|Born||(1771-02-05)5 February 1771|
St. Thomas Street, Winchester, England
|Died||17 July 1851(1851-07-17) (aged 80)|
Rev Dr John Lingard (5 February 1771 – 17 July 1851) was an English historian, the author of The History of England, From the First Invasion by the Romans to the Accession of Henry VIII, an 8-volume work published in 1819.
Born in 1771 in St Thomas Street in Central Winchester to recusant parents, John Lingard entered the English College at Douai, France, to commence training for the Catholic priesthood. In the English College, he excelled in the humanities before beginning the study of theology. Narrowly escaping attacks by mobs at the time of the French Revolution upon war declaration between United Kingdom and France, he returned to England in 1793 where he concluded his theological studies and was ordained. He then taught philosophy and, in 1805, wrote a series of letters which, after their publication in a periodical, were collected as Catholic Loyalty Vindicated. In 1806 the first edition of The Antiquities of the Anglo-Saxon Church appeared, a development of his informal lectures.
The principal object of his major work, The History of England, is to emphasise the disastrous effects of the Reformation. The book was later expanded by the author and the title changed to reflect the period covered. As each additional volume appeared the History's reputation increased, while Lingard continued to revise and improve the whole work. Most of the earnings from this project and his other writings were directed towards the educating of students to the priesthood.
In his style and presentation of English history, Lingard demonstrates the prevalent manner of Catholic scholarship – he gives, for example, no indication that he is a priest on the title page, and professes emphatically to be writing an impartial history. But in a curious turnaround, his History by its very impartiality is a Catholic apologetic, and Lingard's desire for impartiality is a reflection of the Catholic political and intellectual situation in the Emancipation era.
The Catholic position in the early nineteenth century, politically speaking, was that of a minority body, allied to the Whig-Radical-Dissenting political grouping, and seeking religious and political freedom. This alliance encouraged Old Catholic intellectuals to present their arguments in 'liberal' and 'reasonable' form – the argumentative advantage in this being that it presented Catholics as enlightened and tolerant, and their opposition as prejudiced and bigoted.
Lingard himself argued that one of his chief duties as an historian was:
"to weigh with care the value of the authorities on which I rely, and to watch with jealousy the secret workings of my own personal feelings and prepossessions. Such vigilance is a matter of necessity to every writer of history ... Otherwise, he will be continually tempted to make an unfair use of the privilege of the historian; he will sacrifice the interests of truth to the interests of party, national, or religious, or political." (J. Lingard, "History of England", vol 1, 6th edition, London: Charles Dolman, 1854, p. 6.)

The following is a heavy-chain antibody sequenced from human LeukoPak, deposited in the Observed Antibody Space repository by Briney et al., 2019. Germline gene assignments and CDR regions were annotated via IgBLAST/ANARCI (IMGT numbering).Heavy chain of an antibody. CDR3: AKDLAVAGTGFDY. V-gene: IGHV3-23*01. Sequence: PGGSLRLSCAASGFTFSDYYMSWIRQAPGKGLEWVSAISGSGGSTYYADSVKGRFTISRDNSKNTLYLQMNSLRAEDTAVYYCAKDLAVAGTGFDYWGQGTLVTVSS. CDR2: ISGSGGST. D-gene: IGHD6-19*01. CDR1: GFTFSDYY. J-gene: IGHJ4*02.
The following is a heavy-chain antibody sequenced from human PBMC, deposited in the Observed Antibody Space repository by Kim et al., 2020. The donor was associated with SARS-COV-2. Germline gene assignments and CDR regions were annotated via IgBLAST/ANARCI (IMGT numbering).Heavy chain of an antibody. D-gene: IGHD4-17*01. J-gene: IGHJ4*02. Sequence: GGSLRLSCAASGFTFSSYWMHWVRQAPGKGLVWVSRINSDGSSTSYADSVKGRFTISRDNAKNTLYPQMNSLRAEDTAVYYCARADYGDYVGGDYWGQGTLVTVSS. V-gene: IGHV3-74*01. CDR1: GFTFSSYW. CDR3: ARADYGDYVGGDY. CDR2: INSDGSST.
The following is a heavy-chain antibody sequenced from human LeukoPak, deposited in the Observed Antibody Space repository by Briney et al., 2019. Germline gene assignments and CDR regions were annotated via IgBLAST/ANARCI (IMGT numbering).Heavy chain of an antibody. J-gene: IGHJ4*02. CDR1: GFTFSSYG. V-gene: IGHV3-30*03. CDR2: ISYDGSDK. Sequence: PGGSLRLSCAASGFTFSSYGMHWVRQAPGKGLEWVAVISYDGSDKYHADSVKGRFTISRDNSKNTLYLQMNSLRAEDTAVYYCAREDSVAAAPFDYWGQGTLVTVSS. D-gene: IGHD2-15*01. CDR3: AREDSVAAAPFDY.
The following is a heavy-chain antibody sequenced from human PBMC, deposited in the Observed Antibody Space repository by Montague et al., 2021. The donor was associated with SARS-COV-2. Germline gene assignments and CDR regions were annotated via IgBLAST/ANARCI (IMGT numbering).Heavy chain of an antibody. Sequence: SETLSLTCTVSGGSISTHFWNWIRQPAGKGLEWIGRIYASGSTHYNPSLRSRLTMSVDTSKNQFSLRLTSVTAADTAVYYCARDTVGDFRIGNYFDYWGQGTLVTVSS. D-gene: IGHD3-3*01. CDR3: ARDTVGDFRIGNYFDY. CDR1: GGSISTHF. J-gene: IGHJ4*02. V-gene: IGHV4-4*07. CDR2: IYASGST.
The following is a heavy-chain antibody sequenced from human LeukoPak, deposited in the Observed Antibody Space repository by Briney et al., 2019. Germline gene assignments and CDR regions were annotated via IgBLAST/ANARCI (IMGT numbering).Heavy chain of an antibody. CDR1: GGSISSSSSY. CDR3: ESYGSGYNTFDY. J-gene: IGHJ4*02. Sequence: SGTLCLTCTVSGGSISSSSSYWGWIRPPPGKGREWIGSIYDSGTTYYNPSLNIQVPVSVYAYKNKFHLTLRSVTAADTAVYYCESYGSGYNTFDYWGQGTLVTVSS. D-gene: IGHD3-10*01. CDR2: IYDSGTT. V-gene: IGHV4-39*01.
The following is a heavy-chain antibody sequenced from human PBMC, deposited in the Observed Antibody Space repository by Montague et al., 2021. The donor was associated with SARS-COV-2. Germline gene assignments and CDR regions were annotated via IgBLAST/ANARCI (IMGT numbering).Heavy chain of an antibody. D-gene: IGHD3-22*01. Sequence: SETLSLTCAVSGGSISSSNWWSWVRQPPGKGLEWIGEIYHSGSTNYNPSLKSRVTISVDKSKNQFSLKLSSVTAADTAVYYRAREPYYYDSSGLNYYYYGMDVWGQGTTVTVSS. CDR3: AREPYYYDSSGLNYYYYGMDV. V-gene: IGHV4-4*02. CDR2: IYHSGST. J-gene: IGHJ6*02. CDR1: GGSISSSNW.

Lingard adopted a non-controversial and sober approach to history with the emphasis on incontrovertible fact and using primary rather than secondary sources. In the History, Lingard faces the task of convincing Protestants of the fundamental truths of the Catholic faith, while maintaining an unbiased presentation of historical truth. He possesses little sense of "preaching to the converted" (in a very literal sense), and aims his work more at influencing Protestants than placating his Ultramontane opposition. In a letter of 18 December 1819, Lingard wrote: "... my only chance of being read by Protestants depends upon my having the reputation of a temperate writer. The good to be done is by writing a book which Protestants will read." (Lingard to Kirke, in Haile, Bonney, Life and Letters of John Lingard, 1771–1851, London: 1912, pp 166–67).
Lingard's History is also an apt demonstration of the advantages a Catholic historian of the time may have had, in terms of impartiality. Lingard's religion had to a large extent isolated him from the mainstream nationalism which surrounded Protestant historians, as well as from the growing "providentialist" concept of history. Lingard's strength of argument, however, continued to be popular, and the influence of Protestant animosity for Catholic apologetic also led him to develop a keen critical judgement. He was devoted to absolute accuracy and detail and the History was a groundbreaking work in its use of primary sources. Lingard made extensive use of Vatican archives and French, Italian, Spanish and English dispatches, document collections and state papers – the first British historian to do so. The peripheral nature of English Catholicism put him in a position of "outside observer" to much of English intellectual culture, and this is reflected in his historical works. Despite this distancing effect, however, Lingard maintained an active interest in politics all his life and was a noted pamphleteer.